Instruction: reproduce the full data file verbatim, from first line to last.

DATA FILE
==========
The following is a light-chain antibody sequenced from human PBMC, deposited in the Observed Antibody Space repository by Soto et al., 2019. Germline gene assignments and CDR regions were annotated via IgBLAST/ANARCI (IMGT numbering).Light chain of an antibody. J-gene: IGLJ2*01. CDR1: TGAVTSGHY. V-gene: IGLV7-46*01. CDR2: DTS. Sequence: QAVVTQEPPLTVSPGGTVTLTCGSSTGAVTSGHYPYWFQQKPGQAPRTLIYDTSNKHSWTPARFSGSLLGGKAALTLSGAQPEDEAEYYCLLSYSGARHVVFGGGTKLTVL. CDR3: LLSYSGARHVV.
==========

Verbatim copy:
The following is a light-chain antibody sequenced from human PBMC, deposited in the Observed Antibody Space repository by Soto et al., 2019. Germline gene assignments and CDR regions were annotated via IgBLAST/ANARCI (IMGT numbering).Light chain of an antibody. J-gene: IGLJ2*01. CDR1: TGAVTSGHY. V-gene: IGLV7-46*01. CDR2: DTS. Sequence: QAVVTQEPPLTVSPGGTVTLTCGSSTGAVTSGHYPYWFQQKPGQAPRTLIYDTSNKHSWTPARFSGSLLGGKAALTLSGAQPEDEAEYYCLLSYSGARHVVFGGGTKLTVL. CDR3: LLSYSGARHVV.